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The race to create XML for e-commerce

Microsoft and Software AG plan to build XML servers that will help businesses exchange information more efficiently using the new language.

The race is on to create XML software for e-commerce.

Microsoft and Software AG this week announced plans to build XML servers that will help businesses exchange information more efficiently using the new language.

And in the months ahead, analysts expect more technology companies will unveil detailed XML product road maps, including giants IBM, Oracle, and Sun Microsystems.

"Two announcements from very large companies in the last few days is a good sign that XML and the volume of XML activity is growing steadily louder," said Zona Research analyst Ron Rappaport. "Microsoft is one of those companies doing a lot of XML work behind the curtains--and now we're getting a glimpse of what's in store."

Industry observers believe XML will revolutionize information exchange the way HTML changed user interfaces. But unlike HTML, which has uniform tags, XML allows developers to create their own tags for data, such as price and product. The result is more efficient data exchange and better Internet searching capabilities.

As part of its e-commerce strategy announced yesterday, Microsoft said it plans to build the BizTalk Server, an XML server that sits on top of its application server to help businesses distribute information, such as purchase orders, to one another.

Analysts say the product is similar in scope to Bluestone's XML Server or webMethods B2B server technology, which automatically generates and distributes XML documents from information in databases. In fact, Microsoft will use webMethods' software for BizTalk.

Satya Nadella, Microsoft's general manager for commerce platforms, said BizTalk is a framework that will help businesses perform the nitty-gritty details of setting up the connections to each other and includes tracking and analysis tools that help companies monitor transactions.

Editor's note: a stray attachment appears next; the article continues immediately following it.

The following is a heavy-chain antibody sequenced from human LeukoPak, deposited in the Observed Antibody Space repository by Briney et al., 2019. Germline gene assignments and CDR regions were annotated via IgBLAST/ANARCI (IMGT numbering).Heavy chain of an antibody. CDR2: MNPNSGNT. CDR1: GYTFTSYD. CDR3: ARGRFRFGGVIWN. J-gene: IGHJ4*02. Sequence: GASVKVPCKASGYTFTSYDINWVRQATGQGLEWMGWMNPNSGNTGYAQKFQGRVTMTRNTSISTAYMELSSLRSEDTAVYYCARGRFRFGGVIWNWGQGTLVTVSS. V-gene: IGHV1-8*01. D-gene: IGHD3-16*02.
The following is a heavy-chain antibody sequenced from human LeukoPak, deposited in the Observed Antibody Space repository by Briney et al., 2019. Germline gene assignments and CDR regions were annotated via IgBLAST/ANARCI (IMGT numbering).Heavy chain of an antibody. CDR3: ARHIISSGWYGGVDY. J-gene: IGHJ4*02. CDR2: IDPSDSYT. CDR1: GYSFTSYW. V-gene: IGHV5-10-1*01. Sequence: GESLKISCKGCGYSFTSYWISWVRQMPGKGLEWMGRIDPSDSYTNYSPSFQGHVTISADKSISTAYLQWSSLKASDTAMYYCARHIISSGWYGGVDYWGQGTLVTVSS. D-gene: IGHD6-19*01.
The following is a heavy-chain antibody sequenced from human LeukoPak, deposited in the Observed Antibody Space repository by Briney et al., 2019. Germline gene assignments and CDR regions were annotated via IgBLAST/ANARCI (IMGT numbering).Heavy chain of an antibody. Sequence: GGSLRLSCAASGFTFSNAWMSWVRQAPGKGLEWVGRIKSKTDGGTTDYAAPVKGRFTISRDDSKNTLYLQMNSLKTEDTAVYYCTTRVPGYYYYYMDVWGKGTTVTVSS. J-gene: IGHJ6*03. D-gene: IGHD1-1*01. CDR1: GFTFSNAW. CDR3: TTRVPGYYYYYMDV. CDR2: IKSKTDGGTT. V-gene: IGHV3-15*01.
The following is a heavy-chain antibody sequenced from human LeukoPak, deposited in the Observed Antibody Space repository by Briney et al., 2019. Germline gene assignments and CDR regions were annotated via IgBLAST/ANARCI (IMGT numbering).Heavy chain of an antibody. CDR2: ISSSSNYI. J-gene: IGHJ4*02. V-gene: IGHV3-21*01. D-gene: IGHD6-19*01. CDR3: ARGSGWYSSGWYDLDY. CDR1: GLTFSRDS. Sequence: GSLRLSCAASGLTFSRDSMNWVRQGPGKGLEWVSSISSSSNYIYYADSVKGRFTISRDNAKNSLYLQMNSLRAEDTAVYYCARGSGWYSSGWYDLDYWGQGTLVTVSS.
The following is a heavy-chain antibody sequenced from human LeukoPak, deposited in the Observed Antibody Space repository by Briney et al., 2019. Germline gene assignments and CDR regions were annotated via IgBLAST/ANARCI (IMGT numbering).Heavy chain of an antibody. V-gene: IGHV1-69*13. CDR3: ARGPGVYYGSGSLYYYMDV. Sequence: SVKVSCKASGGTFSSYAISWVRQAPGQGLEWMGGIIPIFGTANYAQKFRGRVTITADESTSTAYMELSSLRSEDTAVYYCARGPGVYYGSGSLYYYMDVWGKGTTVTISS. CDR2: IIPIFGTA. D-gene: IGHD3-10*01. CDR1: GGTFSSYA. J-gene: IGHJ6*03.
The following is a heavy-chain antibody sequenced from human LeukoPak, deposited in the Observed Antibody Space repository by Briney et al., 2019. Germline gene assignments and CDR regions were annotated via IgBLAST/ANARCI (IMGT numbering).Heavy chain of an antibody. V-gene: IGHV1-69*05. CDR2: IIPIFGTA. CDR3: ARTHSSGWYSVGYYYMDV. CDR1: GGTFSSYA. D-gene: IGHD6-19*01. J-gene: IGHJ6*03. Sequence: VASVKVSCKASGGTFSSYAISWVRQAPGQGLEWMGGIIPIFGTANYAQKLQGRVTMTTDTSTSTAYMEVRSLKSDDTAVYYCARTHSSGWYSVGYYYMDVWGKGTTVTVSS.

To facilitate transactions, the framework will include XML "schemas," or descriptions of businesses documents, such as name and order number, Nadella said.

But while Microsoft and Bluestone's XML servers allows XML documents and applications to communicate across the Web, Software AG's server focuses on storing XML data.

Software AG's Tamino will serve as a database for storing and caching XML documents and compete with Object Design's Excelon XML data server.

Tamino can process information from existing databases and applications and convert it to XML, Software AG executives said.

Rappaport said the smaller companies, such as Object Design and Bluestone, are first to market and have a good head start against Microsoft, Software AG, and other future XML vendors. Software AG's Tamino won't ship until the fourth quarter.

Microsoft plans to release a beta version of BizTalk Server this summer, but has not announced a final ship date.

Now's the time for the smaller companies to get their names out to the early adopters of XML, analysts said.

"Today, you have few options, so this is their window of opportunity before the IBMs, Microsofts, Suns, and Oracles have tangible products," he said.

But even when the big companies step into the market, Rappaport said the smaller players will still have a chance. "It's still early and the onus is to yell louder than the others and flex their channel muscle," he said, referring to resellers and systems integrators who help technology companies sell their products.

In related news, several smaller vendors made XML announcements this week. DataChannel rolled out new XML plans and tools, while electronic procurement provider Ariba announced plans to use webMethods' XML technology for its new business buying network. Next week, Sun plans to detail some of its XML plans at the X'Tech '99 conference in San Jose.

News.com's Tim Clark contributed to this report.